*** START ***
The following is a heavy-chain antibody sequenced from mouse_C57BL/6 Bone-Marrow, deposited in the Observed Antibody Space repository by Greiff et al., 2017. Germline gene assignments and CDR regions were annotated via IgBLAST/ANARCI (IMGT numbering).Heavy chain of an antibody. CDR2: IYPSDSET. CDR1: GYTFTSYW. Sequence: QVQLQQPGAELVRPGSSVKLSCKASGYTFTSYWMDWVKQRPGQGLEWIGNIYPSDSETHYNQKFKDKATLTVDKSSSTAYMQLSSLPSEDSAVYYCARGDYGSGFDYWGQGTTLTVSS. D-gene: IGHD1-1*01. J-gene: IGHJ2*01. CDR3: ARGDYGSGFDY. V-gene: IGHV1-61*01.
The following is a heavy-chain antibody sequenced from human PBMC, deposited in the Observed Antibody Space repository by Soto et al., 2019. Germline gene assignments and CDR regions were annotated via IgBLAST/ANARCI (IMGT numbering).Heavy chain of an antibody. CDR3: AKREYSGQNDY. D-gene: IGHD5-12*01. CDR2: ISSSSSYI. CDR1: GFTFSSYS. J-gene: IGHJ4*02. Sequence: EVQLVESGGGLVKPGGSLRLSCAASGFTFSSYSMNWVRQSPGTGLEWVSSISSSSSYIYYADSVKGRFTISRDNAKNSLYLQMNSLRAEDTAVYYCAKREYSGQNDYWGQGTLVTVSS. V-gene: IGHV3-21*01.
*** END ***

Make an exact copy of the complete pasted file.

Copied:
The following is a heavy-chain antibody sequenced from mouse_C57BL/6 Bone-Marrow, deposited in the Observed Antibody Space repository by Greiff et al., 2017. Germline gene assignments and CDR regions were annotated via IgBLAST/ANARCI (IMGT numbering).Heavy chain of an antibody. CDR2: IYPSDSET. CDR1: GYTFTSYW. Sequence: QVQLQQPGAELVRPGSSVKLSCKASGYTFTSYWMDWVKQRPGQGLEWIGNIYPSDSETHYNQKFKDKATLTVDKSSSTAYMQLSSLPSEDSAVYYCARGDYGSGFDYWGQGTTLTVSS. D-gene: IGHD1-1*01. J-gene: IGHJ2*01. CDR3: ARGDYGSGFDY. V-gene: IGHV1-61*01.
The following is a heavy-chain antibody sequenced from human PBMC, deposited in the Observed Antibody Space repository by Soto et al., 2019. Germline gene assignments and CDR regions were annotated via IgBLAST/ANARCI (IMGT numbering).Heavy chain of an antibody. CDR3: AKREYSGQNDY. D-gene: IGHD5-12*01. CDR2: ISSSSSYI. CDR1: GFTFSSYS. J-gene: IGHJ4*02. Sequence: EVQLVESGGGLVKPGGSLRLSCAASGFTFSSYSMNWVRQSPGTGLEWVSSISSSSSYIYYADSVKGRFTISRDNAKNSLYLQMNSLRAEDTAVYYCAKREYSGQNDYWGQGTLVTVSS. V-gene: IGHV3-21*01.